Fishing Community Profile:


Picture supplied by Philasande Qhangaqha

Mendwane is a coastal village situated in Dwesa-Cwebe, Eastern Cape. It is one of 7 villages surrounding the Dwesa-Cwebe Nature Reserve on the Wild Coast.

The people of Mendwane have historically lived off the land and sea through agricultural and small-scale fishing (SSF) activities. However, with the establishment of the Marine Protected Area (MPA), Dwesa-Cwebe Nature Reserve, Mendwane became one of many communities that have experienced victimisation as a result of MPA’s in South Africa.

Traditional small-scale fishers in this area have been systematically prevented from exercising their customary rights to marine resources due to decades of removals and regulations. This was further escalated with the declaration of the Dwesa-Cwebe MPA as a ‘no-take’ zone in 2001. There was no consultation or participation of local fishing communities in the establishment of the MPA and their customary system of marine governance were completely ignored.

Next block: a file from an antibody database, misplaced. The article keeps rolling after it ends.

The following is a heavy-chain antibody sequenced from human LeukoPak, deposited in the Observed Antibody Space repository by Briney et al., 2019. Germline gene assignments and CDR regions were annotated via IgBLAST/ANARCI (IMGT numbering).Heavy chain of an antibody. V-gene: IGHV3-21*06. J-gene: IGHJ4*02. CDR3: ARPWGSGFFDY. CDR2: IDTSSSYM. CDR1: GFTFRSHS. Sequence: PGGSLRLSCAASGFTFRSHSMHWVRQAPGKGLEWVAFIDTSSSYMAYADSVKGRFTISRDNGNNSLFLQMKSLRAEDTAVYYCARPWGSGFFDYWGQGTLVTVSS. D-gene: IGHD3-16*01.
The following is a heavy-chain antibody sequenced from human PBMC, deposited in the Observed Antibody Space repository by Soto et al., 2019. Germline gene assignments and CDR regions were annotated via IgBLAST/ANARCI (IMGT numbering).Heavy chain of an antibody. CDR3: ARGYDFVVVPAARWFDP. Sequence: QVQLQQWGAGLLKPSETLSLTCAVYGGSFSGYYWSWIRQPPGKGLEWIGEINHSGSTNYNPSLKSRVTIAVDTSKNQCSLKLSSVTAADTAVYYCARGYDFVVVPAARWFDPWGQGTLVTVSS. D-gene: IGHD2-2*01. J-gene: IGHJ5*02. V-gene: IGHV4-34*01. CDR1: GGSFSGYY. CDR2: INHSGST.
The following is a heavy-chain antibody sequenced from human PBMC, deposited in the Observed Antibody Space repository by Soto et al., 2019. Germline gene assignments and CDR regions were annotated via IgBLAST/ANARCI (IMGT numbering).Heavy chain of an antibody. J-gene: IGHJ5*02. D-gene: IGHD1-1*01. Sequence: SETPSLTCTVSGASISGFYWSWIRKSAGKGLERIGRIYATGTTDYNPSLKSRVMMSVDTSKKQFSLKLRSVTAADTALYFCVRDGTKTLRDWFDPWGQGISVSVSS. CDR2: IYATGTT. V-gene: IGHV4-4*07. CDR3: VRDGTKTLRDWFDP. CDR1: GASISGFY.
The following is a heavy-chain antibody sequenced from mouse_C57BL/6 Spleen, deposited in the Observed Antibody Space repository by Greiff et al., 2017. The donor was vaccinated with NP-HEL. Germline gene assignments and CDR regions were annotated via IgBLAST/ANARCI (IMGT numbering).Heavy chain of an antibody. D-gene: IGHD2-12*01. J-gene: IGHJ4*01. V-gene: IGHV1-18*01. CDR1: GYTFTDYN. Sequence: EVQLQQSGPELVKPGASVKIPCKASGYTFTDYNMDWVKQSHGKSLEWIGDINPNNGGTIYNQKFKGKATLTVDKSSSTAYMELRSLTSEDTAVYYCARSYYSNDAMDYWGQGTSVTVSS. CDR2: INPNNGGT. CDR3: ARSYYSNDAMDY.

In 2016,  the uMthatha High Court ruled that the establishment of  MPAs (previously done in terms of the Marine Living Resources Act) did not extinguish the exercise of the customary rights of access of coastal communities to their marine resources.  

Despite this judgment, local fishers continue to be arrested and criminalised for “illegally” fishing in an MPA, an act which violates the fishers’ customary, human and constitutional rights.

Earlier this year, Masifundise attended a community meeting hosted by the Department of Forestry, Fisheries and Environment (DFFE). This meeting came as a result of continued harassment and violence against small-scale fishers in Mendwane.

The meeting sought to bring together the community of Mendwane as well as various stakeholders to discuss the much-needed protection of small-scale fishers while securing their livelihoods. It provided a moment for the community to advocate for their right to safety as well as their customary right to fish.